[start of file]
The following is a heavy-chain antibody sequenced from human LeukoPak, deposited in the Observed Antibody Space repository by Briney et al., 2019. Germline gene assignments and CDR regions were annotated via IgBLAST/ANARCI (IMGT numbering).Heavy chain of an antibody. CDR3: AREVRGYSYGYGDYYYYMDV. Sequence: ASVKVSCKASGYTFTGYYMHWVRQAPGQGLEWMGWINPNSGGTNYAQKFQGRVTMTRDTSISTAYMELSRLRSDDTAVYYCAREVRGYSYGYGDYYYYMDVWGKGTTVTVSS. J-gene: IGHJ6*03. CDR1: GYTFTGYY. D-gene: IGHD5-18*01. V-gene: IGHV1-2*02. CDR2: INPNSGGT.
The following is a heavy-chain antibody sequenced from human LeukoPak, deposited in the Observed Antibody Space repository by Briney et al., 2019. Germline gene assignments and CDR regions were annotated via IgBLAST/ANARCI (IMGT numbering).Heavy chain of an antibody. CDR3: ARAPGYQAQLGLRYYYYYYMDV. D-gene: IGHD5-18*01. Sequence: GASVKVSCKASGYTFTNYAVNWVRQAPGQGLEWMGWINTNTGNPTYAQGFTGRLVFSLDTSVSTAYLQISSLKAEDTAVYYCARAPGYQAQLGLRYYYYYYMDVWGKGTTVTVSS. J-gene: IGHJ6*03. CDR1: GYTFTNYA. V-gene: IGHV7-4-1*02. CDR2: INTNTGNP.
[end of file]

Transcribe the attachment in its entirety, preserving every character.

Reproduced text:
The following is a heavy-chain antibody sequenced from human LeukoPak, deposited in the Observed Antibody Space repository by Briney et al., 2019. Germline gene assignments and CDR regions were annotated via IgBLAST/ANARCI (IMGT numbering).Heavy chain of an antibody. CDR3: AREVRGYSYGYGDYYYYMDV. Sequence: ASVKVSCKASGYTFTGYYMHWVRQAPGQGLEWMGWINPNSGGTNYAQKFQGRVTMTRDTSISTAYMELSRLRSDDTAVYYCAREVRGYSYGYGDYYYYMDVWGKGTTVTVSS. J-gene: IGHJ6*03. CDR1: GYTFTGYY. D-gene: IGHD5-18*01. V-gene: IGHV1-2*02. CDR2: INPNSGGT.
The following is a heavy-chain antibody sequenced from human LeukoPak, deposited in the Observed Antibody Space repository by Briney et al., 2019. Germline gene assignments and CDR regions were annotated via IgBLAST/ANARCI (IMGT numbering).Heavy chain of an antibody. CDR3: ARAPGYQAQLGLRYYYYYYMDV. D-gene: IGHD5-18*01. Sequence: GASVKVSCKASGYTFTNYAVNWVRQAPGQGLEWMGWINTNTGNPTYAQGFTGRLVFSLDTSVSTAYLQISSLKAEDTAVYYCARAPGYQAQLGLRYYYYYYMDVWGKGTTVTVSS. J-gene: IGHJ6*03. CDR1: GYTFTNYA. V-gene: IGHV7-4-1*02. CDR2: INTNTGNP.